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J Neurovirol. 1997 Feb;3(1):10-5.

Isolation and long-term culture of primary ocular human immunodeficiency virus type 1 isolates in primary astrocytes.

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  • 1Molecular Virology Laboratory, St. Luke's/Roosevelt Hospital Center, New York, NY 10019 USA.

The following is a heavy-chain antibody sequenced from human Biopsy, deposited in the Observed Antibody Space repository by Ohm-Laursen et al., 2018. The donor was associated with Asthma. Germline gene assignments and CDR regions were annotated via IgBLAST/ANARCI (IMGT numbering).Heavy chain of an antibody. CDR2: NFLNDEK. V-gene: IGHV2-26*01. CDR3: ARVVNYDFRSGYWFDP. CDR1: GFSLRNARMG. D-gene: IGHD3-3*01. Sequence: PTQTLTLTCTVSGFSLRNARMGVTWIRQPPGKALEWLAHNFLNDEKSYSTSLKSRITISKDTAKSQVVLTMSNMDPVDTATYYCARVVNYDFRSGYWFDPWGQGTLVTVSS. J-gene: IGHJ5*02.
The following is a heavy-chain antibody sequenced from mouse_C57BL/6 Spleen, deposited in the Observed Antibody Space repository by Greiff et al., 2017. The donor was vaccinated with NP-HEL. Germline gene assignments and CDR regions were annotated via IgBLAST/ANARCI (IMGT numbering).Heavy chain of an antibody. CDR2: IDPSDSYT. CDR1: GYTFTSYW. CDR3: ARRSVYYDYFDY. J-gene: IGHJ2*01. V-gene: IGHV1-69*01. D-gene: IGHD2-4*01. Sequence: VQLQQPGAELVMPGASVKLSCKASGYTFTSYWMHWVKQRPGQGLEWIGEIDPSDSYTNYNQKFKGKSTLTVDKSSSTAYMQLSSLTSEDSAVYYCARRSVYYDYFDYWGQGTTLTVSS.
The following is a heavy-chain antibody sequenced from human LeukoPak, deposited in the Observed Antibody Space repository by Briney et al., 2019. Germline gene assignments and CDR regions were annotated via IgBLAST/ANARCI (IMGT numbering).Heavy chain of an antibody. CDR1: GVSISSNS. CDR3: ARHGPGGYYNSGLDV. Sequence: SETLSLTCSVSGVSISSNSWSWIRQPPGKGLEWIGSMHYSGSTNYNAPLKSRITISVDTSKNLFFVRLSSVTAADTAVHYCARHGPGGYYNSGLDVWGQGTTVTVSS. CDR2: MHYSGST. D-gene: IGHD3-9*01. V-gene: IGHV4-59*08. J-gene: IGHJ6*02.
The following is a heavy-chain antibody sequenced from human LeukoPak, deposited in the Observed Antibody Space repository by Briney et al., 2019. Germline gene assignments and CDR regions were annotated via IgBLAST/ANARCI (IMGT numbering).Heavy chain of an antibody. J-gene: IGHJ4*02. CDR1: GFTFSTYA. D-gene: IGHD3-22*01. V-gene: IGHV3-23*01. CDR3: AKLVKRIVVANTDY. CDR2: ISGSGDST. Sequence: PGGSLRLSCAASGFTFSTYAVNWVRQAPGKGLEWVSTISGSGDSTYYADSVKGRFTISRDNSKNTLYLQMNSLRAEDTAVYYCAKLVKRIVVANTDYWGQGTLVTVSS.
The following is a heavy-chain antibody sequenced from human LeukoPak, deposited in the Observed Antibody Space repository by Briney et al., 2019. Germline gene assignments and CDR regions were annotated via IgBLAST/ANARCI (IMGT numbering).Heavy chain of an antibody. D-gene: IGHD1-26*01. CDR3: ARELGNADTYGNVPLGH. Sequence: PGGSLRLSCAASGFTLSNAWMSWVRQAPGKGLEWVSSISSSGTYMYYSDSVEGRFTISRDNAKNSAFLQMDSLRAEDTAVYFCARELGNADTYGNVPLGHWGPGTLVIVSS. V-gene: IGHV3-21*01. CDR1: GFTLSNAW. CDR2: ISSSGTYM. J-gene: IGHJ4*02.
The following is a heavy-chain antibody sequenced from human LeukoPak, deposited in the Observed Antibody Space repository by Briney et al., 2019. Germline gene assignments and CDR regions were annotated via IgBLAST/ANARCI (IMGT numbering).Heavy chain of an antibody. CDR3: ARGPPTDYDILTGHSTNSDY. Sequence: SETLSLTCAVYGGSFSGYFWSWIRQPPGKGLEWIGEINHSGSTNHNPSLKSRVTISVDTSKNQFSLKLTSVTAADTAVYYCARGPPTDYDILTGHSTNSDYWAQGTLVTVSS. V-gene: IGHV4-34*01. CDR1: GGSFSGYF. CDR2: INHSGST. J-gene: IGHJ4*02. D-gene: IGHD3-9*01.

Vitreous specimens from 14 HIV-1 infected persons undergoing medically indicated vitrectomy were assayed for the presence of infectious HIV-1 and viral tropism. Human primary fetal astrocytes, adult lymphocytes, or macrophages were exposed to vitreous in culture and and cells were then assayed for HIV-1 DNA by polymerase chain reaction amplification. We found that 11 of 14 patients tested carried ocular HIV-1 which replicated in one or more primary cell types; of the 13 vitreous samples tested in astrocytes, eight contained transmissible HIV-1. The three patients with no culturable ocular virus were in antiviral therapy at the time of vitrectomy. Comparison of envelope V3 sequences from astrocytes infected in culture to that in uncultured blood cells revealed 21% sequence divergence indicating that ocular HIV-1 transmitted to astrocytes was not recently derived from virus present in the blood. Two ocular samples transmissible to astrocytes were tested further and found capable of sustained replication by serial passage to uninfected astrocytes. However, the viral structural proteins produced by infected astrocytes were abnormal, p24 was absent and higher molecular weight Gag proteins were present. We conclude that the eye is a central nervous system compartment which frequently contains HIV-1 capable of replication in human astrocytes.

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